More Kings on the Kasilof, More Options on the Kenai.
As we move into the middle of June, fishing remains steady on the Kasilof River for king salmon as well as sockeye and a few remaining down river steelhead. Our boats have been finding reasonable success on both wild (naturally-produced) and hatchery king salmon as we move into the seasonal peak for this early run king salmon fishery. Most of the kings are still bright chrome and covered in sea-lice indicating there are still a number of fresh fish entering the river daily. We are also seeing and catching a fair number of sockeye salmon on the Kasilof and this run should only continue to build and improve well into late June and early July.
Good News and Bad News
First lets talk about the good news as it has really been a very good week for our guests. King fishing on the Kasilof River remains steady with multiple opportunities for king salmon on every trip. The ratio of wild (naturally produced) vs. hatchery fish has been 3:1 in favor of wild fish but we have been able to keep several nice hatchery king salmon in the last week to ten days. Seeing more naturally or wild kings first is pretty typical for this run and we should expect more hatchery fish to show up very soon. The Kasilof is also seeing a huge push of sockeye salmon right now so that is also a very good option for those wanting to float from Tustamena Lake down and pursue a limit of red salmon.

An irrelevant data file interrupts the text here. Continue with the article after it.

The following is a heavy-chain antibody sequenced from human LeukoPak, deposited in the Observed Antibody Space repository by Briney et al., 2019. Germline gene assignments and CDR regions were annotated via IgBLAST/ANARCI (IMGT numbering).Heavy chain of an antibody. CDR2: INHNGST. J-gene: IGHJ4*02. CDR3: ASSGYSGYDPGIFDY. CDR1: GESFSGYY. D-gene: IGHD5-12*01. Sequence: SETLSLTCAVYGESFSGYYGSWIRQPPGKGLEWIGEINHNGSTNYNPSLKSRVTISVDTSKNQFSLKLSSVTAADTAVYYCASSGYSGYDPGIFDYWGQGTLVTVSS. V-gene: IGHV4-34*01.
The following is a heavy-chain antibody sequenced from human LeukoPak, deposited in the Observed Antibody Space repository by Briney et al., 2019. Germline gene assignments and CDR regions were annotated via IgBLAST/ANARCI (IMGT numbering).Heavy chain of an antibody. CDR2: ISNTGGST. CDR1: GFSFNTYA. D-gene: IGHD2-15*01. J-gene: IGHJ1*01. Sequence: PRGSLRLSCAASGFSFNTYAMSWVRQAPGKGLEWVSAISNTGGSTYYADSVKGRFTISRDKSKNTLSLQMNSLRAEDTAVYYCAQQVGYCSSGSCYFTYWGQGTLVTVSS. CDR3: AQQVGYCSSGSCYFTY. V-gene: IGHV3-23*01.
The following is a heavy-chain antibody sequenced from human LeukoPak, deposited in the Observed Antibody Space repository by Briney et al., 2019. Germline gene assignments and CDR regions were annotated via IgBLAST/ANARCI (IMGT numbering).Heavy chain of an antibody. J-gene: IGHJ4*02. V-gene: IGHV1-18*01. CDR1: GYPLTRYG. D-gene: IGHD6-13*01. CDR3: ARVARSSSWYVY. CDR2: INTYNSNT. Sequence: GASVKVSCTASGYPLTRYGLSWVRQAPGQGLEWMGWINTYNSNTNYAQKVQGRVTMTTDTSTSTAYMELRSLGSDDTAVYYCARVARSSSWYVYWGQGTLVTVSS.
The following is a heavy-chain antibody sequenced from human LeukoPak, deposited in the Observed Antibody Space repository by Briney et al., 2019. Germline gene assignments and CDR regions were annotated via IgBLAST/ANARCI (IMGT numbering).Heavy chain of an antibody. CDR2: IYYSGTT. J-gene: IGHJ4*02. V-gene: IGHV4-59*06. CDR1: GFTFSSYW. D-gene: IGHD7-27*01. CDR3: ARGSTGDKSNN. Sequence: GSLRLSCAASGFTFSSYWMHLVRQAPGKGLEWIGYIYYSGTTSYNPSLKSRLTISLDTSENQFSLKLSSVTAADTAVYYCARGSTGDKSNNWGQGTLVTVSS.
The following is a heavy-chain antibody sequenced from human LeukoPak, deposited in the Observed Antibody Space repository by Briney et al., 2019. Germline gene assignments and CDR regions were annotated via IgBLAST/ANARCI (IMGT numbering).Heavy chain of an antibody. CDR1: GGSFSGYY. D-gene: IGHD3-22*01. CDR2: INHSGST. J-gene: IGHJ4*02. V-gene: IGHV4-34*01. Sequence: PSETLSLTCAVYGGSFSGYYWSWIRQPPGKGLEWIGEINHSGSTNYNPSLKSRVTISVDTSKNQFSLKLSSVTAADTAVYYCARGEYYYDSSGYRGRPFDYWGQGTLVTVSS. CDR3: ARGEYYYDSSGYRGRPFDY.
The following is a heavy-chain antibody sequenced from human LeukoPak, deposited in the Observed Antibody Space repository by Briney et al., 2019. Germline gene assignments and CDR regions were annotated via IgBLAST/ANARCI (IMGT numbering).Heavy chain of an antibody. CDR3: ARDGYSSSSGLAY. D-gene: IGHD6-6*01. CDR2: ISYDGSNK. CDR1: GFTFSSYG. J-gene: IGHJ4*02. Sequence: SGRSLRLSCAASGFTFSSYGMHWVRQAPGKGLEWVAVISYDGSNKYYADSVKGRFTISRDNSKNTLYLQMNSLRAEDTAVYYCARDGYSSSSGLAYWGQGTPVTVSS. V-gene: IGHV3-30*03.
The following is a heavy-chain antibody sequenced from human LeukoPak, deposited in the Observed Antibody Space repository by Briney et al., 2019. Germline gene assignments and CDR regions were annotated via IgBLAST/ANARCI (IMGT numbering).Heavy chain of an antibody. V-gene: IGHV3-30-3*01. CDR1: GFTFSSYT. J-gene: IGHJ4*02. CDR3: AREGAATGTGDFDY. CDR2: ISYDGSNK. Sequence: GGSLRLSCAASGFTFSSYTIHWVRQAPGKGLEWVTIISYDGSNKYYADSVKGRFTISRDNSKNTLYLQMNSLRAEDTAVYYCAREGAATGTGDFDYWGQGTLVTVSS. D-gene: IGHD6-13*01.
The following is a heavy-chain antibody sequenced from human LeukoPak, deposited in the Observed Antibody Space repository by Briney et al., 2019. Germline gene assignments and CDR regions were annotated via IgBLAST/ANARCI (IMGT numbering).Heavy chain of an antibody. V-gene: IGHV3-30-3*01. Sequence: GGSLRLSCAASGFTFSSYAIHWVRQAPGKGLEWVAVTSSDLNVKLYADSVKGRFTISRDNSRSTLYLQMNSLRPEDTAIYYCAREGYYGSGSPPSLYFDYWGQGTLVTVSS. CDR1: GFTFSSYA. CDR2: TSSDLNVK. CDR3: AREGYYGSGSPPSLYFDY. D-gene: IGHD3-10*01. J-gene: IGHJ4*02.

Improvement! After a relatively slow start to our king season on both the Kenai and the Kasilof, fishing has definitely picked up for us on the Kasilof River. Over the past three days very good numbers of both naturally produced and hatchery king salmon have come into the river as well as a decent number of sockeye. We have had multiple kings to the boat in the last two trips and kings are being caught daily up and down the Kasilof River. This change seems to correspond with more favorable weather conditions, more moderate tides and rising river levels and water temperatures. Whether this trend will continue is unknown, but for now, things seems to be improving daily...at least on the Kasilof. Below is a sampling of the fish we have landed in the last couple trips:
The 2013 fishing season is officially underway although in many respects it seems several weeks late. We experienced a very cold and reluctant spring with early and mid May temperatures still dipping well below the freezing mark in the morning and barely eclipsing 50 degrees during the day. This did little to encourage king salmon in the salt water to enter the rivers as to them this is still more characteristic of late winter than the beginning of summer. Fast forward to the last week to ten days and suddenly we are seeing one of the finest warm weather streaks I can remember in several seasons with highs now soaring up to seventy plus degrees. Indeed Alaska weather is like riding a roller coaster,
Snow in May, really?.... Apparently my March 10 post exclaiming spring has spung was a bit premature. Here is it May 17 and it is actually snowing. Overnight temps are still hitting the freezing mark on a daily basis and the river still has several feet of ice still firmly entrenched on its banks. Needless to say , this has the fish thinking it is still late winter and therefore there has been little to no salmon activity on either the Kenai or the Kasilof.